Recari conquers opponent unlike anything on LPGA

Beatriz Recari on the set at Golf Channel on March 28 in Orlando, Fla.

— Beatriz Recari was seated in a Golf Channel studio early Thursday morning, looking like the picture of elegance in her demure lace dress. A solitary pearl dangled from each ear.

It’s hard to imagine this toned athlete ever struggling with body image, but that’s precisely why the Spaniard wants to help: Eating disorders can happen to anyone.

“If only I can help one person, that would be enough,” Recari said by phone. She was named the official ambassador for The Alliance for Eating Disorders Awareness days before she prevailed in a playoff at the LPGA's Kia Classic in Carlsbad, Calif. She celebrated by having a sandwich in the airport before catching the red-eye. When she got back home to Orlando, Recari and boyfriend/caddie Andreas Thorp joined her mother Monday for a celebratory lunch at Graeme McDowell’s new restaurant, Nona Blue. Recari particularly enjoyed the crispy calamari.

One of the most consistent players on the LPGA, Recari notched her second career victory amid a streak of 38 made cuts. In 2013, she tied for fourth in Australia, tied for third in Thailand and, after a T-24 in Singapore, prevailed against I.K. Kim in Carlsbad with a birdie on the second playoff hole.

Recent improvements can be traced to the range at Grand Cypress in Orlando, where Recari approached instructor Tom Creavy at the 2011 CME Group Titleholders.

“She came up to me on Monday of that week and said, ‘I’ve been struggling all year. Would you help me out?’ ” Creavy said. They met that afternoon and worked together all week. Recari tied for 12th in Orlando, telling Creavy that it was the best she hit the ball all year.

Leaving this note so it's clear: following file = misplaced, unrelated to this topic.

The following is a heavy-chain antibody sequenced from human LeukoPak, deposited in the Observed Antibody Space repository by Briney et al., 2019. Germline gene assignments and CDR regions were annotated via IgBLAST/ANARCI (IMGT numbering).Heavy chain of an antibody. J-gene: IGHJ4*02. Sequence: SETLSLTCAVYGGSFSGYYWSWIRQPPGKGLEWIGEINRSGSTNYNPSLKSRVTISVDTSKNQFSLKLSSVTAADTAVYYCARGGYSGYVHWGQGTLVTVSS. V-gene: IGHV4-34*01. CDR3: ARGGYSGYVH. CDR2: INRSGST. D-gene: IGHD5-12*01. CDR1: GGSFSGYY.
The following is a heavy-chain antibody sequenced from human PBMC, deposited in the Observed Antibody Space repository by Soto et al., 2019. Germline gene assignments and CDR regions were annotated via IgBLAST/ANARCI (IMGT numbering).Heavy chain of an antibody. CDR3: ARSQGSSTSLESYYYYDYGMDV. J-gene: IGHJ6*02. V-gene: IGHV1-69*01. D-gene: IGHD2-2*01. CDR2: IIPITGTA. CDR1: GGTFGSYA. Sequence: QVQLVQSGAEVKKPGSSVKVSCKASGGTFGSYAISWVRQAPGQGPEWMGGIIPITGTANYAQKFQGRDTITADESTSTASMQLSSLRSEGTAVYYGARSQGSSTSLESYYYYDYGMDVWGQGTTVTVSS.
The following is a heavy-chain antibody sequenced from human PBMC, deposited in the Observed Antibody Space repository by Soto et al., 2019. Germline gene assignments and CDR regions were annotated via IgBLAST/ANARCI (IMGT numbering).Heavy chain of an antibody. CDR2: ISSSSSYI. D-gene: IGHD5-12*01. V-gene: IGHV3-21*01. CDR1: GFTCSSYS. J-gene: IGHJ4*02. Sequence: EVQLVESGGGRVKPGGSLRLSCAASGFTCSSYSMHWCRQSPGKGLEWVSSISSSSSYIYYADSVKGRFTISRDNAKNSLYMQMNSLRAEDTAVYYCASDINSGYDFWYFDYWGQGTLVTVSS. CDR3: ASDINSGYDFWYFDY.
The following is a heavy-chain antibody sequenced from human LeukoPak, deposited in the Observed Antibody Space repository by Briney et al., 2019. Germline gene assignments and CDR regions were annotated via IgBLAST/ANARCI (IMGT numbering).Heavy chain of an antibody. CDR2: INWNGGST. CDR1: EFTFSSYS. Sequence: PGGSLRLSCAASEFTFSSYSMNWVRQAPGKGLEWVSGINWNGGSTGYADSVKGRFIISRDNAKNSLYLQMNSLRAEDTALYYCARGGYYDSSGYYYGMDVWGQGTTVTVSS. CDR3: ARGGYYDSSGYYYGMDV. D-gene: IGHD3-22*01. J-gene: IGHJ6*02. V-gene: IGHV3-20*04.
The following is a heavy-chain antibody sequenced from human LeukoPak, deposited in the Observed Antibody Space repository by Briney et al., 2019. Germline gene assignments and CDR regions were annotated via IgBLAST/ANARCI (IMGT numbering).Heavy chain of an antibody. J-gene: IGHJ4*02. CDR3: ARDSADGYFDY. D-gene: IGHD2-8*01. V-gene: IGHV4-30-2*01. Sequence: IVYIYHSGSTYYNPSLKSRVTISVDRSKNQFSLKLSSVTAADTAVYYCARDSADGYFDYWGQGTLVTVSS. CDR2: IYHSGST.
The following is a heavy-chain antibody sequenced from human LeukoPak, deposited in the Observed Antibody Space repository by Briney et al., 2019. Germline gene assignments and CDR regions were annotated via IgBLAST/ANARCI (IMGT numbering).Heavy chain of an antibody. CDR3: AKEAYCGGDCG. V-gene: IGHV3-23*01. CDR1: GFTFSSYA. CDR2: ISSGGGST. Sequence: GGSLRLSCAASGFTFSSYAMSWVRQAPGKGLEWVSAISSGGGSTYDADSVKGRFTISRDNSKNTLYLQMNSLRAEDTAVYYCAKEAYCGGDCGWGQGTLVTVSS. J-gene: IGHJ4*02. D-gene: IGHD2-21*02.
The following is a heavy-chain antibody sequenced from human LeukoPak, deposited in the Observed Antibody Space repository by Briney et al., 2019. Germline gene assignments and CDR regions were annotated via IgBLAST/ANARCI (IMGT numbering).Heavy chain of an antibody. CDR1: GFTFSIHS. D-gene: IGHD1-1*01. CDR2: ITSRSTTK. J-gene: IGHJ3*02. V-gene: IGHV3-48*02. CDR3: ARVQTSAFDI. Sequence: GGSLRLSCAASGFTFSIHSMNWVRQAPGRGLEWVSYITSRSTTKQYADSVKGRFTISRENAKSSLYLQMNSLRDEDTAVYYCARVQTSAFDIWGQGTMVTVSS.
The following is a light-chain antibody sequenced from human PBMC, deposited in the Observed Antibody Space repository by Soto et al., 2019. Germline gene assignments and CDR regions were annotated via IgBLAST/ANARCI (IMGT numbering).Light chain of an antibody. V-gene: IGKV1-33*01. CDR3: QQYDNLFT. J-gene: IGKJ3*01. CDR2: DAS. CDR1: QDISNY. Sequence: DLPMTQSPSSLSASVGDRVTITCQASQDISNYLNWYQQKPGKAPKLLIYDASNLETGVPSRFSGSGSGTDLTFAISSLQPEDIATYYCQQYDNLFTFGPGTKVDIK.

Last May, Recari bought Sergio Garcia’s home in Lake Nona and moved up from Miami. She had become close with Garcia’s father when the LET played the Spanish Open on their home course.

“They’re a really nice family,” Recari said, “always treating me like just one more.”

She meets with Creavy several times a week in Orlando during off-weeks. When they first started, Recari was picking shots with her irons. Creavy said she was fearful of hitting a 5-iron.

“On Sunday (at Kia), she made three birdies with her 5-iron,” Creavy said. “It was like her favorite club at the end of the tournament.”

They work on every part of her game, even incorporating trick shots that she might encounter only once a year, but could help her win. That shot Garcia hit out the tree during last week's Arnold Palmer Invitational at Bay Hill? They’ve practiced a similar shot with her back to the hole, but against a bunker – minus the tree.

“She drives the ball so good now,” Creavy said. “And she can hit a lot more different shots around the greens.”

Creavy, who has been with Se Ri Pak since the beginning of her LPGA career, believes Recari will find herself in contention quite a bit this season. Next week’s Kraft Nabisco Championship sets up well for her draw and straight tee ball.

Strong play at the majors would give Recari an even bigger stage to tell her story. Her low point came in 2007, when, at 100 pounds, she could barely walk 18 holes. She had lost half of her hair.

In August 2007 at the Finnair Masters, where she had won in 2009, Recari called her father, Jose Luis, and said she needed help. He and a family friend who is a doctor helped her get through the week to make the cut and secure her LET status for the next season. Recari then returned to Spain for the rest of the year to get well.

“I remember nights I was so hungry I couldn’t sleep,” Recari said in a 2011 interview at the RR Donnelley Founders Cup, where she chose the Alliance as her designated charity.

Up to 24 million Americans suffer from some type of eating disorder, and the vast majority – about 9 out of 10 – are women, according to the National Association of Anorexia Nervosa and Associated Disorders. Female athletes are at an even higher risk than the general population of women, according to the association.

Recari has become a student of nutrition. She eats almonds, walnuts, figs and dates while on the golf course. On her blog, she posts pictures of traditional Spanish dishes made in her kitchen.

Her vice: a bag of chips.

“I really want to share my experience with those people who are struggling right now,” Recari told Golf Channel viewers.

“It happens more often, unfortunately, than we all know.”

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